Leone worked sales jobs for the likes of Sun Microsystems and Hewlett-Packard before joining venture capital firm Sequoia Capital in 1988. He became managing partner in 1996. During his tenure Sequoia has invested in Google, YouTube, Zappos, LinkedIn and WhatsApp, and has played a role in the creation of countless jobs. “If I had to bet the over/under on one million jobs created by the companies we’ve been involved in, I’d bet the over,” he says.

Leone is now worth an estimated $2.7 billion. His immigrant experience, he says, has been invaluable. “Being an immigrant provides you with a drive, one that never goes away. I still feel it today,” he says. “Failure is not an option. I tell my kids that the only thing I can’t give them is desperation. And I apologize to them for that.” Spoken like someone who found quick success.

It should be noted, though, that in addition to the 42 immigrants, The Forbes 400 includes 57 people who are the children of immigrants, or 14% of the list (compared with 6% of U.S. citizens over 18), pretty much shattering the image of America’s billionaire class as a bunch of blue bloods. That entrepreneurial hunger seems to continue for at least one generation. Sam Zell’s Jewish parents escaped Poland before the German invasion in World War II and came to the U.S. “My father used to say that in the United States the streets were paved with gold, and he never lost his appreciation for how lucky he was that he and his family were allowed to come here and prosper,” says Zell, who’s made $4.7 billion in private equity and real estate investing. “They worked very hard and were very patriotic and certainly instilled that in us.”

This election cycle's immigrant-and refugee-bashing is a time-honored tradition here, with each wave of newcomers taking its turn in the crosshairs of those who see them as job-stealing criminals. The Germans gave way to the Irish, the Asians to the Arabs, the Catholics to the Jews. These days the targets are Hispanics and Muslims. “We’ve gone through these various cycles over the years,” says Peter Spiro, a professor at Temple University who specializes in immigration law. “What’s meaningful is that we’ve always come out of them.”

What’s also meaningful is that despite all the hot air America, a land of immigrants, remains decidedly pro-immigrant. A 2016 Pew Research poll indicated 59% of Americans believe that immigrants “strengthen our country because of their hard work and talents” (33% believe immigrants “are a burden on our country”). Our citizens naturally intuit that any slight downward wage pressure for unskilled workers is more than overcome by all the growth and job creation that immigrants excel in.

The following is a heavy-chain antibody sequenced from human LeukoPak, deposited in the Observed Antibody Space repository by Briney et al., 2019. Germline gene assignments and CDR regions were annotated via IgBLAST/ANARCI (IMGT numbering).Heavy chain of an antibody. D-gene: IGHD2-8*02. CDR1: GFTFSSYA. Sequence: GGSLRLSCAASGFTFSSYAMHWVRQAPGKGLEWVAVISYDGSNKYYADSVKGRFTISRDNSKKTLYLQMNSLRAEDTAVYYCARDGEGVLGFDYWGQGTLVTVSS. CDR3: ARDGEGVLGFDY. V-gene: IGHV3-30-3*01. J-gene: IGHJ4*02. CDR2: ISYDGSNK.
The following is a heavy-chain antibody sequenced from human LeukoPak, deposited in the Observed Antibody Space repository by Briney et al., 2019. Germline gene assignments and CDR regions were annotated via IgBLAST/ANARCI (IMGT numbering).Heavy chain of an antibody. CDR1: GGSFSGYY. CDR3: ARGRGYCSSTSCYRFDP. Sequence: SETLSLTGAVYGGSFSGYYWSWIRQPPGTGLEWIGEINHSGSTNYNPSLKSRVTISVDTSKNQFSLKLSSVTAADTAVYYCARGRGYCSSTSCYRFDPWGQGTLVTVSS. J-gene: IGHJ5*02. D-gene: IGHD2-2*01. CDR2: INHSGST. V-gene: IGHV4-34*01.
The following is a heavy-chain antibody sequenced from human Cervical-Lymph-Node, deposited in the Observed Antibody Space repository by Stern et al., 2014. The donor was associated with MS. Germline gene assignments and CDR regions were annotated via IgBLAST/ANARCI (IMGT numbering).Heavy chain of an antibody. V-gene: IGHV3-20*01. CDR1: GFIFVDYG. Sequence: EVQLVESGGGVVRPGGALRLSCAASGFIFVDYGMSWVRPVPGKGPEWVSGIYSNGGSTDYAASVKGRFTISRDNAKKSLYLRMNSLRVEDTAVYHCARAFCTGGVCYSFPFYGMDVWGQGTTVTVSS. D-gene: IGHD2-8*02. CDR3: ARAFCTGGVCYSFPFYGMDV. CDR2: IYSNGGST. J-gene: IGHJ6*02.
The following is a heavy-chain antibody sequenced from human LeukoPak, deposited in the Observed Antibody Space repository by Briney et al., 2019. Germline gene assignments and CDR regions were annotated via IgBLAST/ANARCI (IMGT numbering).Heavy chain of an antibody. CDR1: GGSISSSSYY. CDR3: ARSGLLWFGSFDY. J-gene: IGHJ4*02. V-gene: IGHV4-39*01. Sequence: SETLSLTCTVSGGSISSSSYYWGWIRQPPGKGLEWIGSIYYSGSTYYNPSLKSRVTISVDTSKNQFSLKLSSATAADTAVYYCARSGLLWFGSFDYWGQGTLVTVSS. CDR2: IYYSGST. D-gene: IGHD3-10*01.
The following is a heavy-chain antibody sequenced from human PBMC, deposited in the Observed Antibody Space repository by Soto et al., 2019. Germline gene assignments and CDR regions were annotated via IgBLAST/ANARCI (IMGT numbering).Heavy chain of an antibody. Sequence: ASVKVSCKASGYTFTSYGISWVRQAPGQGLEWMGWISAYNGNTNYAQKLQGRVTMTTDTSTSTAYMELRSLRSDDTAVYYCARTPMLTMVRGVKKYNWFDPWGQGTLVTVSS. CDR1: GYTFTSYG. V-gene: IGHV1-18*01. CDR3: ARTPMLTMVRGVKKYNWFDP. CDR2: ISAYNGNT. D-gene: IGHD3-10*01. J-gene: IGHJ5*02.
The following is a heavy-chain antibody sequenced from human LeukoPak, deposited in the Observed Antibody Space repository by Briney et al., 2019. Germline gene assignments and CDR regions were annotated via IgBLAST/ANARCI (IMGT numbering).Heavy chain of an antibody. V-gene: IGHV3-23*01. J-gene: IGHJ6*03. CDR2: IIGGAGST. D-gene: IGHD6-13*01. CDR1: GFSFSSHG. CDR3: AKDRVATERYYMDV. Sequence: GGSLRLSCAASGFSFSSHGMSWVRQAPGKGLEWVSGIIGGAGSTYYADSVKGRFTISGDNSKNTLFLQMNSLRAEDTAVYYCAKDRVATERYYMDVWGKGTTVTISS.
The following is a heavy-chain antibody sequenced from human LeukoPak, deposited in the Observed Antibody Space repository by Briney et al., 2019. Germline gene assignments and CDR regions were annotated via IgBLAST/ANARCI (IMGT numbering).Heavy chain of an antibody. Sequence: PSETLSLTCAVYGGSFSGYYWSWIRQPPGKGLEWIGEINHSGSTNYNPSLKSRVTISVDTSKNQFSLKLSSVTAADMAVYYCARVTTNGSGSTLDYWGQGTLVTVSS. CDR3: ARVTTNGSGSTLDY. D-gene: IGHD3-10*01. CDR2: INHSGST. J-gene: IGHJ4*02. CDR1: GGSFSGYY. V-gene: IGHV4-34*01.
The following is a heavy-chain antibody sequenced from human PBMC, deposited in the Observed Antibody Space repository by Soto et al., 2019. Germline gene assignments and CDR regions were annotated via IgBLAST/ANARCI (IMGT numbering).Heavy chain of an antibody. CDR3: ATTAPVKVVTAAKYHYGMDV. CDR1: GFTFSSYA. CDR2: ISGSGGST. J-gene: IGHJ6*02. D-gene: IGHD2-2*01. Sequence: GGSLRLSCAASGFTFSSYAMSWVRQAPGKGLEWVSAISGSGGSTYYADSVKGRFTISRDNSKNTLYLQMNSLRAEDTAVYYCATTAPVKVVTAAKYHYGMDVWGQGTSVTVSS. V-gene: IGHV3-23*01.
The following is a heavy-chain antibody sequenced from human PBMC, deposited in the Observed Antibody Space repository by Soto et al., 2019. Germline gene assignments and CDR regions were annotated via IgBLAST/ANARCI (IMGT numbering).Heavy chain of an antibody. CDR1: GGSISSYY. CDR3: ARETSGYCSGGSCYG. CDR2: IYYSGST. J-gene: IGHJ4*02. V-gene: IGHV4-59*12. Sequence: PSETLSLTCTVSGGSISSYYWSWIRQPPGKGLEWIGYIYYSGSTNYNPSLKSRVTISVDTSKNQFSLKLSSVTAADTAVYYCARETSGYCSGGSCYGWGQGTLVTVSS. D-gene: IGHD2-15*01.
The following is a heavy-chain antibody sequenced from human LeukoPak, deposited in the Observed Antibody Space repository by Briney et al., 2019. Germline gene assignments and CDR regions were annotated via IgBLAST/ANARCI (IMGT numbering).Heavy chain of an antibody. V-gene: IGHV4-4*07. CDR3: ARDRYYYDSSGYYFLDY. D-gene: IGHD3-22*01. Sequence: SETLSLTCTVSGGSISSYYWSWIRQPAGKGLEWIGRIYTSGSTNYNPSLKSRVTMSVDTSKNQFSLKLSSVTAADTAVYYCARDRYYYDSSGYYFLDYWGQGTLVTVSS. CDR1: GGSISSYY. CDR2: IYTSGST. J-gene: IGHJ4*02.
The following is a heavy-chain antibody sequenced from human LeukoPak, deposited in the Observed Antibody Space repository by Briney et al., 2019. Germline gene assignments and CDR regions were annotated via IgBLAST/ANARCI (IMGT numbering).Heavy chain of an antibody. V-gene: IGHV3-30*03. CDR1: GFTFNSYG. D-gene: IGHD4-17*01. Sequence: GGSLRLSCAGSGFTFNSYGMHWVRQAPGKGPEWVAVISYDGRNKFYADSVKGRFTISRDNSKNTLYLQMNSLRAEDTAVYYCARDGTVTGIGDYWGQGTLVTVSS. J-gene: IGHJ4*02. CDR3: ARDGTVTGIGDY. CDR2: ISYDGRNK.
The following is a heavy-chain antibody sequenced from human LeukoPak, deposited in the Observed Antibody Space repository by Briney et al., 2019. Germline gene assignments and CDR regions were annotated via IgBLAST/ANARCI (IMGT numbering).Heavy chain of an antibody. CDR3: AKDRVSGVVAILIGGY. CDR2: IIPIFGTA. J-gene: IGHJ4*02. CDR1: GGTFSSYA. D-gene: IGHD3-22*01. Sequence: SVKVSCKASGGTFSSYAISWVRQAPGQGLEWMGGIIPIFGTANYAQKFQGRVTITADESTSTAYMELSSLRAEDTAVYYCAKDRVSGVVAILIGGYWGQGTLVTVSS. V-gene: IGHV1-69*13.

But that dynamic could be challenged. The U.S. has been toughening its visa requirements for skilled workers (the famous H-1B). The U.S. has had the same visa and quota cap for skilled immigrant workers since 2004, even though demand for the visas has exceeded the mandated allotment.

In fact, the government has filled its quota within five days of opening it each year since 2014–at a time when a global economy means that many newly minted college graduates see more opportunity (or at least a fighting chance) in returning home.

As a result we’re increasingly drawing the world’s best and brightest, giving them access to our best knowledge–and then kicking them out, against their wishes, to compete with us from their original homeland.

So, what to do? Ask The Forbes 400 immigrants, including Peterffy, Khan, Wadhwani and Cherng. Even with their varied backgrounds, you’ll find agreement on three broad principles.

First, educated and highly motivated immigrants should be encouraged, not discouraged, to come to the U.S. (President Obama has championed a proposal to admit immigrant entrepreneurs more easily–raise $100,000 from qualified investors and get a “startup” visa–but it’s been bottled up in congressional partisan gridlock. A workaround proposal, not subject to congressional approval, was recently announced by the Department of Homeland Security and would grant temporary status to immigrants with an ownership stake and an “active and central role” in an American startup.)

Second, American borders should be more secure when it comes to illegal immigrants. And third, there should be a path to citizenship for illegal immigrants already in the U.S., which includes registering, paying taxes and following the law.

Perhaps this can help create some consensus, one that ensures that the American Dream stays exactly that. How fitting if it proved to be another billion-dollar innovation dreamed up by immigrants.